Within “Book II,” you will find new scenario rules for Warhammer, new terrain rules for pieces like my just finished Garden of Morr and the new Lord of the Undeath spellset which wizards from ANY army can cast. The Lore of Undeath is primarily focused on letting you summon undead allies to support your core army, which is pretty neat. You can get anything from a platoon of Skeleton Archers to a Dragon Zombie. The Lore of Undeath is a real gamer changer and a wonderful school of magic selection for any army – especially those who win through sheer numbers.
The second chapter of “Book II” gives you the official army list for the new Undead Legions warband. It also gives you the new points allocation for “End Times battles. Now up to 50% of your army’s points can be spent on Lords. This makes Warhammer cheaper to get into, and allows you to field an army with a much smaller force. For example, a single skeleton archer costs 7 points and so my regiment of 50 archers costs 350. A single Vampire Lord can cost more than that point-wise. It’s also a lot less dollar-wise. So The End Times can feel more like a skirmish game at low point values, which is kind of nice if you don’t have the time or money to invest in hundreds of figures.
Chapter 2 is also where you get the stats for the new Nagash, Mortarch and Morghast miniatures, along with redone stat blocks for Krell, Vlad Von Carstein, Crom and Valten. For those looking to field any of those figures, Chapter 2 is going to be your main go-to place. Of course, all of Nagash’s stats are published in an older issue of White Dwarf, so if you can’t afford this two book set, just drop the four bucks on White Dwarf if all you want is to field Nagash.
Chapter 3 is “Narrative Scenarios” and here you are given nineteen different battles from “Book I” than you can re-enact with your Warhammer miniatures. Of course, since most people only have one or two armies, they won’t be able to do all of these scenarios. Even then, they might not have the right figures so they’ll have to buy some more ($$$$$!) or not make use of the scenarios. Another problem is that all of the scenarios are specific to warbands, so if you only play Lizardmen, Dark Elves or Ogre Kingdoms, all of this section is worthless to you save for a fun read. As I have Tomb Kings, a few Vampire Counts pieces and Bretonnia, there were several of these I could cobble together, but like most gamers, I’d only be able to actually play out a few of these, leaving the experience of these scenarios best left to the imagination. You might think that is disappointing, but not really. These are all optional scenarios that with unique events and conditions, but even the most naïve Warhammer player wouldn’t go into this book assuming they can play out ALL of these scenarios or that the book would cater to EVERY warband. Basically if you play undead, you can play through nearly all of these scenarios – providing you have friends that play a lot of different armies themselves. Even if you can’t play out a lot of the scenarios, they are a lot of fun to read about. If you can play them out, you can see if you can stem the tide of history and cause a different outcome from “Book I” to occur. Many of these battles feature very even armies and one even features a fun three way dance. So whether you just read about or actually get to play out some of these nineteen scenarios, “Book II” still has some great stuff in it.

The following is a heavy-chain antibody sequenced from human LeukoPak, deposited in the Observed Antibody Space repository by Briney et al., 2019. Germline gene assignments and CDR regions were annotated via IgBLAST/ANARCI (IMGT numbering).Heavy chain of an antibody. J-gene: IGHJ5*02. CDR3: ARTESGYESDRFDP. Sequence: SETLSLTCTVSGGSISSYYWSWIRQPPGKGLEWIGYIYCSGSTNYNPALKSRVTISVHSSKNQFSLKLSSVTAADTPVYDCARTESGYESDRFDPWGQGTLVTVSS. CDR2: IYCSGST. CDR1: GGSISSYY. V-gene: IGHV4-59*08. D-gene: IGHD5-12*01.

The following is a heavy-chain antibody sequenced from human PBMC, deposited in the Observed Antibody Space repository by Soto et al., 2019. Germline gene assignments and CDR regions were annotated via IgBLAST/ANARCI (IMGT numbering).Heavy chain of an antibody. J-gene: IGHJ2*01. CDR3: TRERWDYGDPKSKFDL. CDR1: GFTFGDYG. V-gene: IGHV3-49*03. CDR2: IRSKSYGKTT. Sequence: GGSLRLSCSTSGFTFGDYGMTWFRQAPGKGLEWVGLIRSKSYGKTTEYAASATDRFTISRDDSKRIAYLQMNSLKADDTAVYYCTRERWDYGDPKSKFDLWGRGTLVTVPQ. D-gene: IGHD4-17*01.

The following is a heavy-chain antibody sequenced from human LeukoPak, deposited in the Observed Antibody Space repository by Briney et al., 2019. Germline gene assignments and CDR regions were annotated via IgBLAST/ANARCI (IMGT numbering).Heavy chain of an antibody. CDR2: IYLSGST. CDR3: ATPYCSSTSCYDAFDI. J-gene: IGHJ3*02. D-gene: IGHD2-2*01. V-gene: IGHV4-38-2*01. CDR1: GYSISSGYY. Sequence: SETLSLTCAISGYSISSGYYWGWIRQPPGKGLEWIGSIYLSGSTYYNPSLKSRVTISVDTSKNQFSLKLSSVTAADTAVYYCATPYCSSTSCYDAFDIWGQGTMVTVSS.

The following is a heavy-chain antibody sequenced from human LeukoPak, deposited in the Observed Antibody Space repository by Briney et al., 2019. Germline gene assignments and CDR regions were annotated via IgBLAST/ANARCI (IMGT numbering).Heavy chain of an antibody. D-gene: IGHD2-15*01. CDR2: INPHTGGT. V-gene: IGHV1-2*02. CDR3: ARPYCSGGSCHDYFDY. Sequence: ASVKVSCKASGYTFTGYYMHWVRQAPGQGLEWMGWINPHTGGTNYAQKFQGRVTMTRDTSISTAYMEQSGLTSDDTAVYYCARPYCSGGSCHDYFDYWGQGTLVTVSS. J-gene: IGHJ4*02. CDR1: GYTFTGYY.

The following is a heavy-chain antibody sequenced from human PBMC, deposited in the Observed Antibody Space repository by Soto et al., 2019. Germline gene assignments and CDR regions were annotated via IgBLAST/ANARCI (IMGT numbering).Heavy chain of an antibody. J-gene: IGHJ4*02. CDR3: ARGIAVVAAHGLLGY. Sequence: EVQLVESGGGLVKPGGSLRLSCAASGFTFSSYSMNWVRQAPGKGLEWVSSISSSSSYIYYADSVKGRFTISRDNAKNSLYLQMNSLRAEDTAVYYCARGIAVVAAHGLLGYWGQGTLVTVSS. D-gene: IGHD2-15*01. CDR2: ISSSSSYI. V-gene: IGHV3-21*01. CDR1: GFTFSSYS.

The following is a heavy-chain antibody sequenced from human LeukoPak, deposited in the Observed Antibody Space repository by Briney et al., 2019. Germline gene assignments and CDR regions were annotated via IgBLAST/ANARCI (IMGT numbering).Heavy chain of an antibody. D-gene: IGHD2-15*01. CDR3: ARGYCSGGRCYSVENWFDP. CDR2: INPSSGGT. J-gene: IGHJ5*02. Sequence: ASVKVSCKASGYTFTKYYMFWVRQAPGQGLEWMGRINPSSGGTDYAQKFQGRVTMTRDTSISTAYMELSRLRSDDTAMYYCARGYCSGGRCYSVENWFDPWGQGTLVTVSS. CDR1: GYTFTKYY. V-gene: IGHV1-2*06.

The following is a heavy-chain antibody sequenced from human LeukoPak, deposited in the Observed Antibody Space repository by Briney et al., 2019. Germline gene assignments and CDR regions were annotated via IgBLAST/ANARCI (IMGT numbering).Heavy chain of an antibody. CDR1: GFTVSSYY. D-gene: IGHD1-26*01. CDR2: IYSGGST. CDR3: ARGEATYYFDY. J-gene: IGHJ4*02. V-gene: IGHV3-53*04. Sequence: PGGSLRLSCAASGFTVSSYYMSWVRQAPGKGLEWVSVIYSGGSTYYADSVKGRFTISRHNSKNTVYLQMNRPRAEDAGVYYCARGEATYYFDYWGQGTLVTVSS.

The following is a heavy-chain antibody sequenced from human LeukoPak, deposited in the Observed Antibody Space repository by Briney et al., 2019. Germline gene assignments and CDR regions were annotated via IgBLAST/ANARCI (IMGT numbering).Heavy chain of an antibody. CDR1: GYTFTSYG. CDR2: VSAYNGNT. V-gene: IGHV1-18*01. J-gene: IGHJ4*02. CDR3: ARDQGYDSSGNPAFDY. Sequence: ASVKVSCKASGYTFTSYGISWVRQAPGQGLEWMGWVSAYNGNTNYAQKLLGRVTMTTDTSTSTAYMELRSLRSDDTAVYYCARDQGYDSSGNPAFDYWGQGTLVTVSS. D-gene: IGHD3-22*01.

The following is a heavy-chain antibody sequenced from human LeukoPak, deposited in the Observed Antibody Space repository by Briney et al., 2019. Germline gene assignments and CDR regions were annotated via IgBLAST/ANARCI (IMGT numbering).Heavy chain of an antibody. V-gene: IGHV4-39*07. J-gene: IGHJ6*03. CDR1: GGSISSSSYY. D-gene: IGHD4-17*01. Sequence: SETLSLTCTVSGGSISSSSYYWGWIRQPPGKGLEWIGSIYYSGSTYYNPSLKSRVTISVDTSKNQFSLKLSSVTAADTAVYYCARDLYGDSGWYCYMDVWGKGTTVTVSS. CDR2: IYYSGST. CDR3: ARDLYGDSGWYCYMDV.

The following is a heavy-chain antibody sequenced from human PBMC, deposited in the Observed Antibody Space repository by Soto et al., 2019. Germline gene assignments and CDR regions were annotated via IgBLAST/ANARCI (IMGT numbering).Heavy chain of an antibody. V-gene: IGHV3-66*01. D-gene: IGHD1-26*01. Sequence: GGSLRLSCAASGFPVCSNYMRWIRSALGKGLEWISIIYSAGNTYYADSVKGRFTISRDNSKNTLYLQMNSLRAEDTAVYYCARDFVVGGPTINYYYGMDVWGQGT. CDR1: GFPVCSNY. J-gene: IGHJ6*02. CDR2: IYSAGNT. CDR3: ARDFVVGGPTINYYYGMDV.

Generally I buy my Games Workshop books on the second hand market for a fraction of the cost. I usually balk at $45-50 for an updated army list. Heck, a lot of my books have been free because they’ve been for previous editions of the game. So it should tell you something that I willingly paid full price for Nagash AND I feel I got my money’s worth and then some. The two book set is that terrific. I haven’t been this excited or inspired by Warhammer since Fifth Edition. It really is something you need to experience for yourself.